ASHKELON, Israel – A 20-year-old Palestinian recruited from a mosque in Gaza by Hamas militants told The Associated Press in a jailhouse interview Tuesday that he received weeks of military training in a Hamas camp in Syria this year.
The allegations by Osama Mattar, now in Israeli custody, mark the first time a Palestinian has spoken publicly about being trained in Syria, and contradict repeated Syrian denials.
The training base outside Damascus was far from secret and was once even inspected by Syrian intelligence agents, Mattar said.
“They know very well about the presence of Hamas,” he said. “What they may not have known about was the presence of a guy from Gaza coming to train at the training camp in Syria.”
Israel has long accused Syria of allowing Palestinian militants to train there and offered up Mattar — arrested March 2 as he tried to cross back into Gaza — as proof.
Israeli officials also said the timeframe of Mattar’s five-week training, which ended in mid-February, proved Hamas was not serious about halting attacks on Israel. Mattar disagreed, saying his trip had been planned months before any talk of a cease-fire.
Hamas, Islamic Jihad and other militant groups have acknowledged they train Palestinians in Lebanon.
Hamas officials declined public comment Tuesday, but said privately it made no sense to run training bases in Syria when it can use neighboring Lebanon, home to sprawling Palestinian refugee camps.
Syrian officials at the Foreign Ministry, who are usually slow to respond to such sensitive topics, were not available for comment Tuesday, despite repeated attempts by The Associated Press.
With Western pressure on Syria mounting to curtail military activity, militant groups have been careful not to embarrass their hosts in Damascus. While many militant leaders remain in Syria, they issue most of their statements from Lebanon.
Syria has repeatedly denied accusations it allows militants to train on its territory. The Syrian government says it once allowed militants to run media offices from Damascus, but those were closed after a visit by then-Secretary of State Colin Powell in May 2003.
On Oct. 5, 2003, Israel bombed what it said was an Islamic Jihad training camp in Syria after the group carried out a suicide bombing at a Haifa cafe that killed 19 Israelis. Syria said at the time the base had been long abandoned.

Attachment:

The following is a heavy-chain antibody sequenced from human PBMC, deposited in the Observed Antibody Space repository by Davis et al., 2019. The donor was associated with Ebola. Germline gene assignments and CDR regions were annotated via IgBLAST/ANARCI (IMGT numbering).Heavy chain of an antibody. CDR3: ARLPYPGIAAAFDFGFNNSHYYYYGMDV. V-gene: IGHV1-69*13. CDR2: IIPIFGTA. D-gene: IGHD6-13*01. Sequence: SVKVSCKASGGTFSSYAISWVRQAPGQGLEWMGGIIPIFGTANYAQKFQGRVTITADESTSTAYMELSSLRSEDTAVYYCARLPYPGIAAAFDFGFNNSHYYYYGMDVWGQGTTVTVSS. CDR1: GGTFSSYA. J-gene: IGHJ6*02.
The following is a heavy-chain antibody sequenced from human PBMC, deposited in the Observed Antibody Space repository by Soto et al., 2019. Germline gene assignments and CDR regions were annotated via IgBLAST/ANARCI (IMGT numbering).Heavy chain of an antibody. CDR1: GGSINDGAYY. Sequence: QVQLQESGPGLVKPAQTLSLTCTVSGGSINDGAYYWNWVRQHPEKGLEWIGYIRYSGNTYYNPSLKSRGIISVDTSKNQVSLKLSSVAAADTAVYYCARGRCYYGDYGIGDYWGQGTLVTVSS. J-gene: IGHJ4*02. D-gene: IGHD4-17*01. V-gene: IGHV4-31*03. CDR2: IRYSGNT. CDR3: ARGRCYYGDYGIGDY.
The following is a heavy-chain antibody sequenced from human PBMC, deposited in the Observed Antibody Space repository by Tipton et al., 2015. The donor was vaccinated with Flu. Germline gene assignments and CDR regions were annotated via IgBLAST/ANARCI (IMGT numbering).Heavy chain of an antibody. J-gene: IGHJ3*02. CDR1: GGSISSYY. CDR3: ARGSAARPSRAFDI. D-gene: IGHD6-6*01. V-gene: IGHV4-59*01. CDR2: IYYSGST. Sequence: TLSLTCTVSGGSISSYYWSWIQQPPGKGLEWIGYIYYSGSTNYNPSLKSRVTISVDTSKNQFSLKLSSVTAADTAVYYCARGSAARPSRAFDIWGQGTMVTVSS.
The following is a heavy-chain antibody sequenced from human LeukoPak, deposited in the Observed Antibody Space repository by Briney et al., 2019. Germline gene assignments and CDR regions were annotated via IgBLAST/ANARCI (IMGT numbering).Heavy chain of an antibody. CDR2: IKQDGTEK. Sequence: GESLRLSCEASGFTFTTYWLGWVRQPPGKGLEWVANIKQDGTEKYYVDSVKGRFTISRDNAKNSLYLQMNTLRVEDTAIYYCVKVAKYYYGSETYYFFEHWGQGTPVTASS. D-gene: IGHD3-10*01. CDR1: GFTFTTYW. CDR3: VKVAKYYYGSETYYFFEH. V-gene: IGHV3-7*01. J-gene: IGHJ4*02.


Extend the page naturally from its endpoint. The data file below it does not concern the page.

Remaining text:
With relations between Israel and the Palestinian leadership warming in recent months, Israel has stepped up its accusations against Syria. Israel blamed a Feb. 25 suicide bombing in Tel Aviv that killed five people on Islamic Jihad militants following orders from their leaders in Damascus and said it held Syria responsible.
Israeli officials say Syria continues to be a hub for Palestinian militants.
“There is ongoing intelligence information that the terrorist groups working out of Syria are directly responsible for suicide bombings in Israel and continue to function and operate with the facilitation of the government in Syria,” said Israeli Foreign Ministry spokesman Mark Regev. “We see today a growing understanding in the international community of the Syrian regime’s collaboration with terrorist groups.”
During a more than two-hour interview, Mattar gave a detailed description of what he said was his training in Syria. His account could not be verified independently.
Though he spoke in the presence of Israeli security officials at the Shikma prison in Ashkelon, Mattar appeared relaxed and seemed to be speaking freely. Occasionally, he glanced at a security official for permission to answer, which was often granted with a casual nod.
Security officials said Mattar has not been charged, and he has not been accused of carrying out attacks.
Asked why he agreed to the interview, Mattar, who spoke mostly in Arabic, said in English, “I have no choice.” When pressed, he said in Arabic he had not been forced to do the interview, but did not elaborate on his motive.
Mattar said he had been recruited by Hamas more than two years ago at his mosque in the Jebaliya refugee camp, a militant area in northern Gaza that has been the frequent target of Israeli raids over the past four years.
Last year, he was asked to go to Syria for training, with the intention of training other militants in Gaza.
Mattar left Gaza on Dec. 4, telling Israeli border guards he was going to study at Damascus University, which he had previously attended.
He re-enrolled in the university to maintain his cover and waited 25 days for Hamas to contact him, he said. He then received five days of training in personal safety.
He was taught what car to drive — not a Subaru, known as the militants’ preferred car. Where to live — not in an isolated house, which can easily be targeted by an Israeli missile. How to keep his cell phone secure — regularly change the phone, the phone number and even the battery, he said.
After that, he was given a rendezvous point and driven to the Hamas training base 40 minutes outside the capital.
Nearly every day, he was taken to the base for five hours of training by nine instructors in everything from electronics to weapons.
He gave only vague descriptions of the base, saying it was in a valley and appeared old and well-established. It contained a garage, several buildings, watchtowers and a tunnel, he said.
Mattar — who said he was the only militant being trained at the time — was taught to read maps and use a compass, to build an electric timer for a time bomb and how to use light weapons. He fired rocket-propelled grenades and threw hand grenades, he said.
One day, his trainers told him to hide, he said.
“Syrian intelligence came in, took a look around and left,” he said.
No one else hid, and he assumed the militants did not want the Syrian government to know they were training a Palestinian from Gaza.
In February, Mattar told his trainers he wanted to go home and they agreed.